Funny: How to Break Windows Notepad

It's not a bug! It's unintended irony!

Thursday, May 18, 2006 by Zoomba | Discussion: Windows Software

Here's a really funny way to break Notepad that a coworker showed me this morning. I bet this is one of those jokes that's been around for ages, but this was the first I ever heard of it, so it's new to me.

This actually works. It will not crash your computer, it just breaks Notepad in that it causes it to display very oddly. No perm damage comes of the following steps.

Here's how to do it:
1. Open up Notepad (not Wordpad, not Word or any other word processor)
2. Type in this sentence exactly (without quotes): "this app can break"
3. Save the file to your hard drive.
4. Close Notepad
5. Open the saved file by double clicking it.

Instead of seeing your sentence, you should see a series of squares. For whatever reason, Notepad can't figure out what to do with that series of characters and breaks

Again, it doesn't crash the app or anything, it's just a funny little twise of fate/unintended feature
First Previous Page 2 of 2 Next Last
synfin80
Reply #21 Wednesday, June 14, 2006 11:39 AM
If anyone is interested in what it is doing... I saved a copy of the file after opening the corrupted version. If you open it in a hex editor, you will see that two bytes have been prefixed to the file: FF FE. The FF FE characters at the start of the file signify that the file is a UTF-16 little-endian encoded file.

http://en.wikipedia.org/wiki/UTF-16

Unicode uses 2 bytes instead of 1 bytes like ASCII. The phrase "this app can break" is 18 characters long (include the spaces), which explains why people are seeing 9 Asian or 9 block characters.

That doesn't explain why it happens, but it does explain what is happening.
neoposix2
Reply #22 Wednesday, June 14, 2006 11:41 AM
All ya'll crack me up. Trying to figure out if it's Chinese, Japanese, "Simplified Chinese".

But did any of you try simply changing the letters? Such as:

"this app can brake", or
"this cat can split", or
"xxxx xxx xxx xxxxx", or
"abcd efg hij klmno"?

They all work, and produce different combinations of your "Chinese characters". My guess is, it's a bitshifting bug (or possibly an egg) which is simply a bitshift of the original characters.
Logomachist
Reply #23 Wednesday, June 14, 2006 12:30 PM
Now can anyone create an 18 character phrase that means something both in English and Chinese?
Wei Zhong Goh
Reply #24 Wednesday, June 14, 2006 1:01 PM
I've been learning Chinese for 9.5 years and Japanese for 3.5 years. The characters are CJK (Chinese/Japanese/Korean) characters, but have no meaning when read as a phrase in Chinese or Japanese. Individual characters hold meaning in Chinese and Japanese; the fourth character means "ash" and the last "joy". CJK characters ultimately originate from Chinese, and all the characters probably have meanings, at least in the past.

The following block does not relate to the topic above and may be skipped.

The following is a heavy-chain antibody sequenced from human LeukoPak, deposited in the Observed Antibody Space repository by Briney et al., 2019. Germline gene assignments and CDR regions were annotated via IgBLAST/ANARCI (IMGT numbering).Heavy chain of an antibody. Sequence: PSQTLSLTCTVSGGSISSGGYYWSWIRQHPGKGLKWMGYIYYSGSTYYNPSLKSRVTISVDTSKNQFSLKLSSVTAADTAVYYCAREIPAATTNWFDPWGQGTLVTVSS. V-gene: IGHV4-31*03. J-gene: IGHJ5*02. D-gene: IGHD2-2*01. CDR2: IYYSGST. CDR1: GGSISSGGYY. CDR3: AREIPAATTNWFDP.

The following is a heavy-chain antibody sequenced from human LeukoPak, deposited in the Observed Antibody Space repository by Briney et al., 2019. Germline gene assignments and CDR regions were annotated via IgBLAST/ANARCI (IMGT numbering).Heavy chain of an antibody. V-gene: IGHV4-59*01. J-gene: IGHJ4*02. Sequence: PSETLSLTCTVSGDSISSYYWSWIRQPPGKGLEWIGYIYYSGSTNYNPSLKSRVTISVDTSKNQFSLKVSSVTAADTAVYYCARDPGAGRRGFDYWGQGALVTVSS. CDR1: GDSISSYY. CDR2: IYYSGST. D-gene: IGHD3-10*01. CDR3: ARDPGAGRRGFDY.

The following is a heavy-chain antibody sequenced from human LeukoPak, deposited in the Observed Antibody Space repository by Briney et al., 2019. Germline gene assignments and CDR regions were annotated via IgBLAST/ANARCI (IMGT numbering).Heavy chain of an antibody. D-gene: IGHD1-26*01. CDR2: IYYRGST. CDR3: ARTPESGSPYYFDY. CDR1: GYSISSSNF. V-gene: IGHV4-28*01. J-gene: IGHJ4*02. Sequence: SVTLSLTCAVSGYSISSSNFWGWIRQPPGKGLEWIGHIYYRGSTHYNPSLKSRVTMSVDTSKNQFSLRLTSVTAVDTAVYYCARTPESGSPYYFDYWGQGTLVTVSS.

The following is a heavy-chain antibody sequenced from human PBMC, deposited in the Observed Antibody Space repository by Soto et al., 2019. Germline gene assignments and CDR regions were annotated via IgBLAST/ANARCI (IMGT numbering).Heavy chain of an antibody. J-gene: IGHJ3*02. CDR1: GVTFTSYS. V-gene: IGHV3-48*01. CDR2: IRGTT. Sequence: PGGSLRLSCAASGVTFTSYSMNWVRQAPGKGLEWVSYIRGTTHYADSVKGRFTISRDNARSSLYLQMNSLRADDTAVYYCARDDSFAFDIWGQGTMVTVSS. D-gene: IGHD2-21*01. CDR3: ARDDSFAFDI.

In short, the bunch of characters are random CJK characters.
arantius
Reply #25 Wednesday, June 14, 2006 9:43 PM
Synfin80 is correct, this is a UTF related bug. I, however, do not see any "FEFF" characters, and that would seem to be the real issue to me; UTF encoded file without the BOM.

If I view the raw data of the file created in the "save" step, I get:

$ hexdump break.txt
0000000 6874 7369 6120 7070 6320 6e61 6220 6572
0000010 6b61

Translate those hex values into ascii characters, and you get:

htsia ppc nab erka

Or, as he said, little-endian two-byte groups of the value we started with.
(That means, look, transpose each pair of characters, it's the original!)

Something that turns it into 16-bit little endian runs, but not the bit to turn it into a valid UTF encoded file.

This also happens with "this abc xyz break" and "efgh abc xyz break". But it seems, only when you type it in first thing after starting the program.

I don't know how, but at
xiaoyug
Reply #26 Thursday, June 15, 2006 10:06 PM
after a few tries, i got the following pattern:

xxxx xxxxxxx yyy....

the positions of the 2 blanks mattered, just letters -- no digits or other symbols, and as long as the total number of characters is even then Notepad will break.

looks like a bug rather than an egg. but i'm curious what's the logic behind this...
hmmm, what if some of the x's are replaced with real Unicode characters?...
xiaoyug
Reply #27 Thursday, June 15, 2006 10:19 PM
nope, can't insert Unicode into the file.
if you do, Notepad saves the file in Unicode format (even if you specify ASCII), which doubles the filesize and tags FFFE at the beginning.
Mavedrive
Reply #28 Friday, June 16, 2006 10:59 AM
this is what we call BUG.

try putting adding a carriage (return) at the end of the line.
notepad will then properly handle it...
Adam Louis
Reply #29 Saturday, June 17, 2006 12:47 AM